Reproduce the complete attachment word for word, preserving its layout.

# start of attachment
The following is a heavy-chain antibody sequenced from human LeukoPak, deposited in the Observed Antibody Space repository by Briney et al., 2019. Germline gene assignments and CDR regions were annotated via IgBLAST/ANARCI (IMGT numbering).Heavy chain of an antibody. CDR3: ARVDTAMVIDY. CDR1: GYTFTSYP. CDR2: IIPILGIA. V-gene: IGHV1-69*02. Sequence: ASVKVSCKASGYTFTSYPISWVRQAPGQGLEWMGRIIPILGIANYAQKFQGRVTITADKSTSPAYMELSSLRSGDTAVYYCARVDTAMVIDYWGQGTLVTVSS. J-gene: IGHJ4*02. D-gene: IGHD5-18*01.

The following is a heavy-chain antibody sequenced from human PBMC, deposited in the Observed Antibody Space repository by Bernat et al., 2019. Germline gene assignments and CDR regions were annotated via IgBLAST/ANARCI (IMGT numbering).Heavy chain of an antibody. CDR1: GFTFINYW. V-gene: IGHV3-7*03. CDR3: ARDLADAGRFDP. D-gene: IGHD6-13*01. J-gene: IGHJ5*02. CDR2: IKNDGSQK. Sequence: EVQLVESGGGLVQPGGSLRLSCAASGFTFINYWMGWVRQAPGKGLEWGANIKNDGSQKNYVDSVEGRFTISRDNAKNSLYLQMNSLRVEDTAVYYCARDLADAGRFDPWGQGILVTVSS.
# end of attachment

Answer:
The following is a heavy-chain antibody sequenced from human LeukoPak, deposited in the Observed Antibody Space repository by Briney et al., 2019. Germline gene assignments and CDR regions were annotated via IgBLAST/ANARCI (IMGT numbering).Heavy chain of an antibody. CDR3: ARVDTAMVIDY. CDR1: GYTFTSYP. CDR2: IIPILGIA. V-gene: IGHV1-69*02. Sequence: ASVKVSCKASGYTFTSYPISWVRQAPGQGLEWMGRIIPILGIANYAQKFQGRVTITADKSTSPAYMELSSLRSGDTAVYYCARVDTAMVIDYWGQGTLVTVSS. J-gene: IGHJ4*02. D-gene: IGHD5-18*01.

The following is a heavy-chain antibody sequenced from human PBMC, deposited in the Observed Antibody Space repository by Bernat et al., 2019. Germline gene assignments and CDR regions were annotated via IgBLAST/ANARCI (IMGT numbering).Heavy chain of an antibody. CDR1: GFTFINYW. V-gene: IGHV3-7*03. CDR3: ARDLADAGRFDP. D-gene: IGHD6-13*01. J-gene: IGHJ5*02. CDR2: IKNDGSQK. Sequence: EVQLVESGGGLVQPGGSLRLSCAASGFTFINYWMGWVRQAPGKGLEWGANIKNDGSQKNYVDSVEGRFTISRDNAKNSLYLQMNSLRVEDTAVYYCARDLADAGRFDPWGQGILVTVSS.